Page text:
Version tested: PSP
It's been a good year for the 2D fighter crowd, not least because Street Fighter IV and BlazBlue have shown how dragon-punch and charge motions still have what it takes to thrill and enthral. Step back a year and the console scene was again being dominated by the 3D behemoths. From January to December we saw the cleanest fatalities ever in Marvel vs. DC Universe as well as a revamped Super Smash Bros. on the Wii. But the fighter highlight of 2008 was arguably SoulCalibur IV - heralding the return of demonic swords and cheap bojutsu.
SoulCalibur IV wasn't a massive evolution as Namco kept the stage of history very similar to its previous outing. The move to the next-generation nonetheless looked and played superbly. We can't imagine most people's first thoughts of SoulCalibur IV were "Hmmm… Shame it's not portable," but as it did with Tekken: Dark Resurrection, Namco has brought SoulCalibur to the PSP in the form of Broken Destiny. Some might see the inclusion of the word "broken" in the title as a bad omen, but we're happy to say that SoulCalibur has lost little in translation.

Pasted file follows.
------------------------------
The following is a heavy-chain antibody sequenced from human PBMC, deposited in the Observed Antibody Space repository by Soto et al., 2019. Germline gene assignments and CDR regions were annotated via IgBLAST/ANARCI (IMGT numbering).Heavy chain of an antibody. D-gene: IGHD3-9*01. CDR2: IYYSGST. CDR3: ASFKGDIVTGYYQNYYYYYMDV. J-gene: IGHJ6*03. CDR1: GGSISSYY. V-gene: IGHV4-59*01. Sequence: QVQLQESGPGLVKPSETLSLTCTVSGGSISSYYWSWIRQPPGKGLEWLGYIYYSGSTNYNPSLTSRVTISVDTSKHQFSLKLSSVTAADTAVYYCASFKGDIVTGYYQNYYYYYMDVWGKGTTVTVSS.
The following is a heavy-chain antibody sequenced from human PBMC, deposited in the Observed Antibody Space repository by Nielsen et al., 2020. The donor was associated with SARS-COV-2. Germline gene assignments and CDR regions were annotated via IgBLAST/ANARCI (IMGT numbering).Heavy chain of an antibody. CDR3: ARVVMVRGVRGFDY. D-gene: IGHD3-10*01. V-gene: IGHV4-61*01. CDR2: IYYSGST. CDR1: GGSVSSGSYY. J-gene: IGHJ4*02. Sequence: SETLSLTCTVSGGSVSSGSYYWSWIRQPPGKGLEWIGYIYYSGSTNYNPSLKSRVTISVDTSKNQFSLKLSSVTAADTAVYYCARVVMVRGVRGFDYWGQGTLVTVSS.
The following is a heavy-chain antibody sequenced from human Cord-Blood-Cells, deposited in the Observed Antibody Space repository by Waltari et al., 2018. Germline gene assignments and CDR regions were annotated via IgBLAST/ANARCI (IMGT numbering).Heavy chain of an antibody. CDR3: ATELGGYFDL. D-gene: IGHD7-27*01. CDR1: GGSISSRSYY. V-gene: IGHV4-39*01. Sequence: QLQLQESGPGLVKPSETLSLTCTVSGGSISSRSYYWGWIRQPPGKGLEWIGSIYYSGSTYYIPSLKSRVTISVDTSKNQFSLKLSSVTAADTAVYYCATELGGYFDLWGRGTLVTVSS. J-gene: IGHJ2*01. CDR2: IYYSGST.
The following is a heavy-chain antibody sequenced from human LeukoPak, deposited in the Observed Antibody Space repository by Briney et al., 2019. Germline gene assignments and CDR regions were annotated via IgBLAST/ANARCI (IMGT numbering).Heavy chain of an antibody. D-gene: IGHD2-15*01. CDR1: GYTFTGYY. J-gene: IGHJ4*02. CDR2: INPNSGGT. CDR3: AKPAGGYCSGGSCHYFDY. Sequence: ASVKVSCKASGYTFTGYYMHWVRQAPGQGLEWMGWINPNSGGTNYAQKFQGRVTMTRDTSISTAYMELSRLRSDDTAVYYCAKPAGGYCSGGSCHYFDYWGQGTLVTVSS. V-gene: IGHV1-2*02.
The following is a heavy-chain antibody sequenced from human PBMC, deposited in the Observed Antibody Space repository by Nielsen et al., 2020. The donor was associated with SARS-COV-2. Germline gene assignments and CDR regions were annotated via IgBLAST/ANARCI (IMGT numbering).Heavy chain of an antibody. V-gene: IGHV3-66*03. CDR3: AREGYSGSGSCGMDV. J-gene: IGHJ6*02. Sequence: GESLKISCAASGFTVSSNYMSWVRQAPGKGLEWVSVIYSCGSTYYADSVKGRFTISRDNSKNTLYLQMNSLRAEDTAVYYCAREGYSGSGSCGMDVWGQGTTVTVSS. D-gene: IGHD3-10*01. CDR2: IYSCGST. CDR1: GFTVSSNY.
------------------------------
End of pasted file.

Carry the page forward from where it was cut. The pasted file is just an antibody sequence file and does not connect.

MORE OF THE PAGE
A noticeable downgrade in the quality of the visuals was inevitable. In spite of this, Namco has done a very impressive job of replicating the SoulCalibur IV visuals onto the smaller screen. Indeed, although comparing both games side by side highlights a chasm of aesthetical difference - Siegfried's armour is certainly less shiny and more angular in Broken Destiny -character animation is equally fluid on either platform. Also, most of SoulCalibur IV's stages have found their way into Broken Destiny. Namco has renamed a few, presumably so they'll seem newer, but SoulCalibur vets will find themselves in mostly familiar surroundings.
Many will be pleased to hear that Namco has completely dropped the Star Wars trio. SoulCalibur IV's other 24 main characters all return in Broken Destiny, complete with virtually identical command lists. So if you know how to play Kilik, Taki or Cervantes in IV, then you know how to play them in Broken Destiny.